A validated food frequency questionnaire (FFQ) which was developed for Sri Lankan adult population (Mallika Arachchige, 2013) was used to collect information about currently consuming foods on daily, weekly and monthly basis. The average frequency of food intake per week and month of the FFQ was converted to a daily intake value. In this FFQ, details about the quantity and frequency of 90 food items were asked. Food portion sizes were obtained using standard household utensils such as cup, bowl, plate, glass, coconut spoons and other spoons; and these were clarified by demonstration using real utensils, portion size photographs and food atlas (Jayawardena and Herath, 2017).  Then, all foods recorded in the FFQ were converted into grams and intake of nutrients was analyzed using NutriSurvey 2007 (EBISpro, Germany).

Finally, the actual daily intake of individuals compared to daily recommended values of ESPEN guideline.

Results and discussion

The study population consisted with 102 participants. Among them 35.3% (n=36) were female and rest were male (64.7%). The mean age of the participants was 54.91±12.57 years. 78.4% (n=80) of the sample were Sinhalese, 6.9% (n=7) were Tamil and 14.7% (n=15) were Muslim in ethnicity.  Majority were married (91.2%). 32.4% (n= 33) of patients fulfilled lowest educational qualification which was considered as below O/L while 19.6% (n=20) of patients reported highest education qualification which was up to degree/diploma level.

Table 1. Daily intake of nutrients and proportion of participants within recommended targets

Nutrients

 

Daily intake

 

N (%) within recommended targets Dietary recommendation
 

Protein

Energy

Phosphorus

Potassium

Sodium

Fiber

 

0.714(0.55)

20.76(11.46)

687.8(352.07)

1321.35(589.82)

1755.5(1440.7)

12.65(8.53)

 

 

11 (10.8)

31 (30.4)

18 (17.6)

11 (10.8)

27 (26.5)

11 (10.8)

 

1.2-1.5 g/kg/day/BW

25 kcal/kg/day/BW

800 -1000mg

2000-2500mg

1800-2500mg

20-25g/day

Data are expressed as median (interquartile range)

In the current study dietary energy and protein intakes were under recommended levels according to the ESPEN guideline reference ranges. Based on nitrogen studies ESPEN has proposed that CAPD patients should have a minimum of 1.2g/kg/BW daily protein intake to make sure a neutral protein balance (Akbulut et al., 2013). In the current study, average daily protein intake was 0.7g/kg/BW reporting only 10.8% participants adhering to the recommendation. Apart from that recommended dietary energy intake of 25kcal/kg/BW reached by only 30.4% participants and average energy intake was only 20.7kcal/kg/BW. These findings are compatible with majority of studies where those studies also showed that most of the participants’ energy and protein intake was inadequate (Luis et al., 2016). A study revealed that the percentage of adherents for energy and protein recommendations is as low as 26% and 39% respectively (Wang et al., 2003).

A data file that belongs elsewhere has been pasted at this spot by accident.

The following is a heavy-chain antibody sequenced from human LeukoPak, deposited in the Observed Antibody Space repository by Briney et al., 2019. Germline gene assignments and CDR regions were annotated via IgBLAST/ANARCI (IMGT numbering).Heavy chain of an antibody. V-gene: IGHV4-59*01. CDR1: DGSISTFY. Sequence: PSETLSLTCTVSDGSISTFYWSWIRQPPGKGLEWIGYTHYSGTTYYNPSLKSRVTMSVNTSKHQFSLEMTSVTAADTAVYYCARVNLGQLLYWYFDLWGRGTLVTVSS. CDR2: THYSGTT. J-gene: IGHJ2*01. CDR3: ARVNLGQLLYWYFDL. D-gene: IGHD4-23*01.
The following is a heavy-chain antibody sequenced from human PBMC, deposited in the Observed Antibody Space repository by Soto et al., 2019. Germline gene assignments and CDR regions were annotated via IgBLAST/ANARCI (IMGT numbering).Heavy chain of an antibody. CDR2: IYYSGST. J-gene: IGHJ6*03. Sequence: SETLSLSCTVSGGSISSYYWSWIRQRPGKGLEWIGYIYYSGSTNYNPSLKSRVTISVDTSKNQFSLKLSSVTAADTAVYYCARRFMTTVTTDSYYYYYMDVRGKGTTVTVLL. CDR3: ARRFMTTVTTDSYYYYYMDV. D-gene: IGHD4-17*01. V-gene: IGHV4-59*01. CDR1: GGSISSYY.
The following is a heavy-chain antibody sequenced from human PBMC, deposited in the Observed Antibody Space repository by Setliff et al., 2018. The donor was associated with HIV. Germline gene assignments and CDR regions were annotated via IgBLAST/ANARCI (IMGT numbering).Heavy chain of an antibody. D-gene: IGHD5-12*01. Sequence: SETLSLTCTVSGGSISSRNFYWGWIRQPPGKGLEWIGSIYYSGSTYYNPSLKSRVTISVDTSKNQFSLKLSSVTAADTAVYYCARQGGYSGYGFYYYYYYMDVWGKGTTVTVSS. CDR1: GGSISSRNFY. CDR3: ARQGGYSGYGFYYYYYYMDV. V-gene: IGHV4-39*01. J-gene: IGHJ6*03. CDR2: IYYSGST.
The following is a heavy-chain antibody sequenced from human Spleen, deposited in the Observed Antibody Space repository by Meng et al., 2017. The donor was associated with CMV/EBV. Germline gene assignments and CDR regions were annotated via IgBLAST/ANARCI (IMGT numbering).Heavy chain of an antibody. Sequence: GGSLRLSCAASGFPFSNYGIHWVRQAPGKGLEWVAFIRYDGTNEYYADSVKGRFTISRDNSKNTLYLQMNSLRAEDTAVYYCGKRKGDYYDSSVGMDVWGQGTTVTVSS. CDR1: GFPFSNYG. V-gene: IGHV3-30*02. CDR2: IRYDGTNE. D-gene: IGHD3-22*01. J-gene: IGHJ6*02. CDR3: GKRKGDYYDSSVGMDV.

In this study reported potassium intakes were lower than target recommendations. Potassium adherence was 10.8% and 85.3% (n= 87) and most participants’ intake was lower than the recommendation. Only 3.9% (n=4) consumed more than the recommended intake. This is a finding in agreement with a previous literature (Luis et al., 2016). Generally, patients on CAPD should adhere to some limitations on most of the nutrients they consume. They are cautioned against excessive intake of dietary potassium as well.

Usually high protein foods contain high amount of phosphate. In this study as their dietary protein intake was low, it might lead to unintentional reduction of dietary phosphorus. In these patients,  dietary phosphorus adherence was as lower as 17.6%, a finding that seems in agreement with previous literature (Luis et al., 2016). Percentage of 66.7% (n=68) were below than recommendations. Meanwhile 15.7% (n=16) patients’ phosphorus intake was higher than current recommendation. Fiber intake was also lower than the target recommendation (12.65g/day). The majority of individuals did not consume sufficient fiber. Proportion of non-adherent was 85.3% (n=87).  This finding is in line with a study which found that less consumption of dietary fiber. They suggest that it may be as a result of  dietary advices received by patients to avoid fruits and vegetables as a measure to control potassium levels (Luis et al., 2016). Constipation is a common complaint in CAPD patients and low fiber intake is a cause for constipation. Fiber-rich foods are normally high in potassium and phosphorus (Sutton, Talbot and Stevens, 2001). Advices to restrict potassium and phosphorus may adversely affect on the intake of sufficient fiber in these patients.

There are lots of uncertainties when estimating salt intake as daily consumption varies depending on their choices and preferences on daily basis. Food composition tables are also unable to consider each and every commercial product detail and exact salt amounts of regional preparation of dishes. Therefore, salt intake estimation is a difficult task (Vaz et al., 2014). However, the average of sodium consumption of our participants was 1755.5(1440.7) mg/day while ESPEN recommendation proposes 1800-2500mg/day intake. Proportion of individuals consumed more than target daily sodium was 20.6% (n=21) and 52.9% (n= 54) individuals consumed less than target range.

Conclusion

In conclusion, the majority of CAPD patients, participated in this study did not meet current renal specific dietary recommendation in relation to all the selected dietary components. Furthermore, results show that majority of the participants consumed less than recommended intake. Finally, conventional dietary counselling which has received by all the participants is not enough in order to achieve proper dietary knowledge as well as to adhere to dietary modifications to reach recommended dietary targets values.

References

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Beto, J. A. and Nicholas, M. (2009) ‘So just what can I eat? Nutritional care in patients with diabetes mellitus and chronic kidney disease.’, Nephrology nursing journal : journal of the American Nephrology Nurses’ Association, 36(5), pp. 497–504; quiz 505. Available at: http://www.embase.com/search/results?subaction=viewrecord&from=export&id=L355906358 (Accessed: 2 May 2020).